Posts Tagged ‘Andres Serrano’

A cause for offense?

August 25, 2018

Pentecost 14 – 2018

John 6:58-69

(Notes while on leave).

Marian Free

In the name of God who is disconcerting, challenging and confronting. Amen.

Speaking to a journalist from The Huffington Post about his work ‘Piss Christ’ the artist Andres Serrano stated: “The only message is that I’m a Christian artist making a religious work of art based on my relationship with Christ and The Church. The crucifix is a symbol that has lost its true meaning; the horror of what occurred. It represents the crucifixion of a man who was tortured, humiliated and left to die on a cross for several hours. In that time, Christ not only bled to dead, he probably saw all his bodily functions and fluids come out of him. So if “Piss Christ” upsets people, maybe this is so because it is bringing the symbol closer to its original meaning. There was a time prior to the 17th century when the only important art, the only art that mattered, was religious art. After that, there were very few contemporary art pieces that were considered both art and religious, and “Piss Christ” is one of them.”

When the photograph ‘Piss Christ’ was displayed in Melbourne it was greeted with horror by members of conservative Christian groups who demanded that it be removed from the exhibit because it was disrespectful and offensive to the Christian faith. Even though Serrano is a Christian and even though the work was intended to make a powerful statement about the Christian faith, the protesters could not be appeased.

It is not the first time (and will not be the last) that theatre, literature or art has offended the sensibilities of good Christian folks. For example the musical Jesus Christ Superstar drew crowds of protesters when it was first performed in Brisbane for example.

Of course, the protesters believe that they are defending the Christian faith against attack, protecting it’s purity and it’s innocence. From their vantage point any story except their own is misleading and heretical and any presentation of Christ that dares to critique the domestication of the Gospel is seen as disrespectful and offensive. Those who are sensitive to the ‘offense’ believe that it is their task to defend the faith, to protect the image/the reputation of God.

From my vantage point there are two problems inherent in this way of thinking and behaving. The first is the presumption that God needs human beings to protect God’s reputation and the second is that this who are so offended seem to have forgotten how offensive and scandalous Jesus was. The Greek word ‘σκανδάλων’ (to scandalize, to cause offense) is used of Jesus on more than one occasion. Far from trying to maintain or conform to the status, Jesus appears to be constantly causing offense to the good religious people of the time. Jesus offends the Pharisees by breaking the Sabbath, eating with tax-collectors and, most seriously, by claiming to be one with God. His behavior is so scandalous that those who associate with him are threatened with expulsion from the synagogue and those who are so offended plot to kill him.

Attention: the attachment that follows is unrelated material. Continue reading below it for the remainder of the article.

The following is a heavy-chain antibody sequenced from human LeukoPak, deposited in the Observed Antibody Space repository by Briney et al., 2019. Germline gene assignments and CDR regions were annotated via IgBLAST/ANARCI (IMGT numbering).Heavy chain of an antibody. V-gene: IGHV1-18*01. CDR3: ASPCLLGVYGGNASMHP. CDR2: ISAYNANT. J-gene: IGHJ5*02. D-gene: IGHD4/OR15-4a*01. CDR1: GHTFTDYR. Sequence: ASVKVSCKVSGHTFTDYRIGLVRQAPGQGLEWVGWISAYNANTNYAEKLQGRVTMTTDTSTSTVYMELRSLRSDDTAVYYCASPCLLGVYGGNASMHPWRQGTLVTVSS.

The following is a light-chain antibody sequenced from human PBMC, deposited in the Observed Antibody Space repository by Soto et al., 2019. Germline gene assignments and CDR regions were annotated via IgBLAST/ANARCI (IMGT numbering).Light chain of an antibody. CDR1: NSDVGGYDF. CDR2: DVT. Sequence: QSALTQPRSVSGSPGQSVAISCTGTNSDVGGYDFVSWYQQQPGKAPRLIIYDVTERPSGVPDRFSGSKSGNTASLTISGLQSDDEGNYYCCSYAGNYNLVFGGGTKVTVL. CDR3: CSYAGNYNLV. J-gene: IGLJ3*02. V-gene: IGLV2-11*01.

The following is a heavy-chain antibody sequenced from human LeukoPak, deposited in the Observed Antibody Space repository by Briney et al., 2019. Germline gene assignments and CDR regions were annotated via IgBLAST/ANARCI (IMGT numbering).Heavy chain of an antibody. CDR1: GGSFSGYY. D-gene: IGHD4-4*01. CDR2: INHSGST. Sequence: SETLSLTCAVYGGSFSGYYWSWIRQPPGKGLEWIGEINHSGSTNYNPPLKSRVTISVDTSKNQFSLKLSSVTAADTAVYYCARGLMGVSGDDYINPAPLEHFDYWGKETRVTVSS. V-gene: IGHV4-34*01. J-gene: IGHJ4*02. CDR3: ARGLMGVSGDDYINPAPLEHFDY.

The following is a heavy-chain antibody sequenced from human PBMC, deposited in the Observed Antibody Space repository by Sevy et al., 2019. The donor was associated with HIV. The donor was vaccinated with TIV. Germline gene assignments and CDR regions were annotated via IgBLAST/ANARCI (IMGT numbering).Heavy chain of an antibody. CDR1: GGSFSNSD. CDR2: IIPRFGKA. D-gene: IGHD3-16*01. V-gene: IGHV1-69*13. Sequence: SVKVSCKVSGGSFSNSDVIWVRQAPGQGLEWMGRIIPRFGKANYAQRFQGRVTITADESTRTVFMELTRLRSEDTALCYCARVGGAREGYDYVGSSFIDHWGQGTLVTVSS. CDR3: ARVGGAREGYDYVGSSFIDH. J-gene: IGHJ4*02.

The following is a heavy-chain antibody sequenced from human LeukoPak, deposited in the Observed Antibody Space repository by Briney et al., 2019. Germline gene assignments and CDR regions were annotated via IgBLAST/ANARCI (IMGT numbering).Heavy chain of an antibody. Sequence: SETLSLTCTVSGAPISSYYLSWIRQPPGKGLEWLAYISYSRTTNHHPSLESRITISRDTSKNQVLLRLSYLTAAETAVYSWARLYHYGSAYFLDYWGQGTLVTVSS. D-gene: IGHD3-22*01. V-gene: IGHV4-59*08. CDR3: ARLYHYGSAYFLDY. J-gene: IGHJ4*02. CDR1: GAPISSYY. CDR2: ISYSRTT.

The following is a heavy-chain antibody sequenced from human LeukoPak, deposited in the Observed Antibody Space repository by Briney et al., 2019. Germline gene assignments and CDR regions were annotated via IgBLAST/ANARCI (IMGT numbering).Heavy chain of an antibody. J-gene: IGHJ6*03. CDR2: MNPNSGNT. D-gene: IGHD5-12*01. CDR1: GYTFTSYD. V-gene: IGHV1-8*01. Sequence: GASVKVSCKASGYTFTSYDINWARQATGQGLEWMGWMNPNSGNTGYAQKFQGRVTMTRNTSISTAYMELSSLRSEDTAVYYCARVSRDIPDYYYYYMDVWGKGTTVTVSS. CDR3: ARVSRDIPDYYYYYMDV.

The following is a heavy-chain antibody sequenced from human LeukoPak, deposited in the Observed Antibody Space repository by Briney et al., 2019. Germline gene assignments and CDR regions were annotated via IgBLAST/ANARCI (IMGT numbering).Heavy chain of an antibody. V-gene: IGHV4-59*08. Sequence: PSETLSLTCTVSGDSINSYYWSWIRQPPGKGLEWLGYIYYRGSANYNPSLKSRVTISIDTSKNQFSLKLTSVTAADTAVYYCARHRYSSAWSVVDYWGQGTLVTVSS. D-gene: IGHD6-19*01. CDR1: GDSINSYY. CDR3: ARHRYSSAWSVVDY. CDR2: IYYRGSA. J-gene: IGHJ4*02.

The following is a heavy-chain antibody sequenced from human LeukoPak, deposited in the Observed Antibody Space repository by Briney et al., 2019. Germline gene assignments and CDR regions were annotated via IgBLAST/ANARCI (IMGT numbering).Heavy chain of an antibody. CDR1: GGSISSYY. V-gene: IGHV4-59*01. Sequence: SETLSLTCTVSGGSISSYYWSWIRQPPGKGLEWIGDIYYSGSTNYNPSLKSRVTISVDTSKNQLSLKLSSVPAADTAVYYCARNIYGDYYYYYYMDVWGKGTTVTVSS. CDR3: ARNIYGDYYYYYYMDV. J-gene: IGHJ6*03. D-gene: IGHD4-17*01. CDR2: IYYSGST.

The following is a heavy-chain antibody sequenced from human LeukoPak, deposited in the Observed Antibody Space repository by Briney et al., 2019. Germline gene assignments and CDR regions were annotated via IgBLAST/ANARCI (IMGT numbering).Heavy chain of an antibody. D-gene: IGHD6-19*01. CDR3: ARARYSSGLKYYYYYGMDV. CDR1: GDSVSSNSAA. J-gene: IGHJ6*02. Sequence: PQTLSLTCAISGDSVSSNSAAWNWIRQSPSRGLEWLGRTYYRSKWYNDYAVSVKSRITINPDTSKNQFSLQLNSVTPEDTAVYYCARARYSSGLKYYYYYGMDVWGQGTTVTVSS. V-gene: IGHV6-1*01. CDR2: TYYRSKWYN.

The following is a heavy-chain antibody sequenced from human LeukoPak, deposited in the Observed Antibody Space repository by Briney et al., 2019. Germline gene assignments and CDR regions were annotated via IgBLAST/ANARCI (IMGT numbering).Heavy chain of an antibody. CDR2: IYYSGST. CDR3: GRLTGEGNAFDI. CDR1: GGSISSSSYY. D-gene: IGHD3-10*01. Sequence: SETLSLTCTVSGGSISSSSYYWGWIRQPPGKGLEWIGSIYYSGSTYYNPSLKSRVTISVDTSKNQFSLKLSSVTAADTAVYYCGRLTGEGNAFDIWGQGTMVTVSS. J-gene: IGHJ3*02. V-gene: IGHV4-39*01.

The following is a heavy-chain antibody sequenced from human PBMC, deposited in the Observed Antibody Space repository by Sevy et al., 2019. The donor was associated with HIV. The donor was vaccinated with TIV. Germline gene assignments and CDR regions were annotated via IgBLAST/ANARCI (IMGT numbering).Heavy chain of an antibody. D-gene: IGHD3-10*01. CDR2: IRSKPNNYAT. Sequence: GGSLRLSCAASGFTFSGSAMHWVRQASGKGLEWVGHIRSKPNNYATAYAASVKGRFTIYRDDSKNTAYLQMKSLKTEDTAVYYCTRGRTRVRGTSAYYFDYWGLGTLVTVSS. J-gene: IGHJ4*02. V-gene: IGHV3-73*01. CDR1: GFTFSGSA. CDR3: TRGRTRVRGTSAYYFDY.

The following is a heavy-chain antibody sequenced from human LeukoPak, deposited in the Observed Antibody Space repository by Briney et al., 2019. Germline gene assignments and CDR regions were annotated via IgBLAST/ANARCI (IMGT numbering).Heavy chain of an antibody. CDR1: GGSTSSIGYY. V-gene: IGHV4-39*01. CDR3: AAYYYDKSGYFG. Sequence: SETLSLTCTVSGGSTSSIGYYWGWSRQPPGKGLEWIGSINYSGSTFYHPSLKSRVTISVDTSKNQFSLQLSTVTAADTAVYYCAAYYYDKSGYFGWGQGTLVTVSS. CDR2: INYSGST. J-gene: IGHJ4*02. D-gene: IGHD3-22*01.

Scandal is at the heart of today’s gospel. Crowds, including the Pharisees and disciples, have been captivated by the miracle of the loaves and the fishes. They have been happy to have been caught up in the enthusiasm of the crowds that follow Jesus. However, as Jesus expounds on the meaning of the bread, as he reinterprets traditional views and challenges the crowds to have faith, their enthusiasm wanes. Following Jesus, they realise, will take effort on their part. It will require a depth of understanding and a willingness to change and grow. Many are not ready for this kind of commitment. They are not willing to challenge their cherished belief systems or to expose them to the scrutiny of a new teaching, a new day. Even the disciples complain that the teaching is difficult and many of them abandon Jesus.

The photograph ‘Piss Christ’ challenges all of us to consider how we have domesticated Jesus, to recognize the ways in which we have removed the scandal and the offense of the cross.

We follow a crucified Christ, a man who was condemned to death and executed as a common criminal, who scandalized the religious authorities and even his own followers, who was anything but a comfortable conformist.

The question we should be asking is not whether something offends us, but – whether by our godliness, our lifestyle, our passion for justice, our concern for the marginalized our tolerance and compassion – we are a source of offense to those around us.


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